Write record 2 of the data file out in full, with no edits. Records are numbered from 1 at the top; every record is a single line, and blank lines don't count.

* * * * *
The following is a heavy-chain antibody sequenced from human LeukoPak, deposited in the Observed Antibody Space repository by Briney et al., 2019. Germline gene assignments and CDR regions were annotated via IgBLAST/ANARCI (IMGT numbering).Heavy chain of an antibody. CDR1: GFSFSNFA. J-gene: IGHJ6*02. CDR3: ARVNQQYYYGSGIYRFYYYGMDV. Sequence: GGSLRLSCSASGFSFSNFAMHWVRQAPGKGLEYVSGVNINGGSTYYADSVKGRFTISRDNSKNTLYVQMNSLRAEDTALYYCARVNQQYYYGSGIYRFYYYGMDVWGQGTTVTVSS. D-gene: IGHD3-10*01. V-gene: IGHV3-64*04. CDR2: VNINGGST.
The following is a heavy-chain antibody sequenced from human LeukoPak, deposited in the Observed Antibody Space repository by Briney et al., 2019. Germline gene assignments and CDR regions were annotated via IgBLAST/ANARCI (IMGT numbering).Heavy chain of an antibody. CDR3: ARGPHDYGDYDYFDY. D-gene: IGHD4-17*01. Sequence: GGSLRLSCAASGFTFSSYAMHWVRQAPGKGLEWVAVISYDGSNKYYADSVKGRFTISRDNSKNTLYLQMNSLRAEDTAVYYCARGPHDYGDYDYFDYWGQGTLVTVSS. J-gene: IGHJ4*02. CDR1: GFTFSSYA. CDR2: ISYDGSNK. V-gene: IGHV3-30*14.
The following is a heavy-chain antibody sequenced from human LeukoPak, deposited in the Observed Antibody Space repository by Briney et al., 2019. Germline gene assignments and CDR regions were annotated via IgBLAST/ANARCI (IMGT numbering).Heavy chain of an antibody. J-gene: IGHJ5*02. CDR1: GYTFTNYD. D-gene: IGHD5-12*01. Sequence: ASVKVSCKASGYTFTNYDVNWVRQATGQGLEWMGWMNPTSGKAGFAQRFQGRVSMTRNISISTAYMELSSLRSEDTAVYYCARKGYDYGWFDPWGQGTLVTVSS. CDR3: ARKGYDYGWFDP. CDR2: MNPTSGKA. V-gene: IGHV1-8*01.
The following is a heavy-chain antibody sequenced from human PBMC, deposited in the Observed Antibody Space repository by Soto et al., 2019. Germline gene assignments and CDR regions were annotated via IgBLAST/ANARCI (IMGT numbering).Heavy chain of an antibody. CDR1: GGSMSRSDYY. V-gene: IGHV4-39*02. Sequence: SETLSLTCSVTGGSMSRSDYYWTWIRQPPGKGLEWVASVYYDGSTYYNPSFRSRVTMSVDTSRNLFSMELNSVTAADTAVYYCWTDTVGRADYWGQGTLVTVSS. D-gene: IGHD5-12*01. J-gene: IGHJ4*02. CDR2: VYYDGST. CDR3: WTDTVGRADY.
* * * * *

The following is a heavy-chain antibody sequenced from human LeukoPak, deposited in the Observed Antibody Space repository by Briney et al., 2019. Germline gene assignments and CDR regions were annotated via IgBLAST/ANARCI (IMGT numbering).Heavy chain of an antibody. CDR3: ARGPHDYGDYDYFDY. D-gene: IGHD4-17*01. Sequence: GGSLRLSCAASGFTFSSYAMHWVRQAPGKGLEWVAVISYDGSNKYYADSVKGRFTISRDNSKNTLYLQMNSLRAEDTAVYYCARGPHDYGDYDYFDYWGQGTLVTVSS. J-gene: IGHJ4*02. CDR1: GFTFSSYA. CDR2: ISYDGSNK. V-gene: IGHV3-30*14.